Details of the plot need not concern us. It involves a mean-tempered millionaire in a wheelchair who is the Big Lebowski (the Dude becomes, by logic, the Little Lebowski). He broods before the fire in a vast paneled library, reminding me of no one so much as Major Amberson in "The Magnificent Ambersons." His trophy wife Bunny (Tara Reid) appears to have been kidnapped. This leads indirectly to the Dude being savagely beaten by hit men who mistake him for the Big Lebowski. Well, how many Jeff Lebowskis can there be in Malibu? One of them urinates on The Dude's rug, which he valued highly ("it pulled the room together"), and the whole movie can be loosely described as being about the Dude's attempts to get payback for his rug.
The inspiration for the supporting characters can perhaps be found in the novels of Raymond Chandler. The Southern California setting, the millionaire, the kidnapped wife, the bohemian daughter, the enforcers, the cops who know the hero by name, can all be found in Chandler. The Dude is in a sense Philip Marlowe not in his energy or focus, but in the code he lives by. Down these mean streets walks a man who won't allow his rug to be pissed on. "That will not stand," he says, perhaps unconsciously quoting George H.W. Bush about Saddam's invasion of Kuwait. The Dude does not lie, steal or cheat. He does swear.…Expand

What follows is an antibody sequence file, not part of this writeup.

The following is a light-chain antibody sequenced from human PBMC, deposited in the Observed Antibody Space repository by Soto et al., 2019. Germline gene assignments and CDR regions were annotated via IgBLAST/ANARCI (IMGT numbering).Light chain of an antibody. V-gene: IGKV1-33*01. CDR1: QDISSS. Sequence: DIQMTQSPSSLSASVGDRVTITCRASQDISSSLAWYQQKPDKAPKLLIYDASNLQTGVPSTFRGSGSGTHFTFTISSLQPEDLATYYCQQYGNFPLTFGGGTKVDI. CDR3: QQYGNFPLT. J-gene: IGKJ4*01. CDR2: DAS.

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BrendinoC.Dec 9, 2008
This is a masterpiece. I don't know much about film but I do know when something is great. This is something that is great. Take the scene when the Dude is talking to an apparently despondent Mr. Lebowski in front of his fireplace. While Lebowski laments, Dude just sits there dumbly, as if only half-aware of his surroundings. This scene could have been an emotional window into Lebowski's soul, but all such connotations are ruined by the This is a masterpiece. I don't know much about film but I do know when something is great. This is something that is great. Take the scene when the Dude is talking to an apparently despondent Mr. Lebowski in front of his fireplace. While Lebowski laments, Dude just sits there dumbly, as if only half-aware of his surroundings. This scene could have been an emotional window into Lebowski's soul, but all such connotations are ruined by the Dude in all his stonerdom. The hero is just that, a stoner walking though life as if by accident.…Expand
Simply put this is a comedic masterpiece. It is one of the Coen Bros. best films and features some superb writing and comedy. This is my all-time favorite comedy and is either #1 or #2 for best movie period.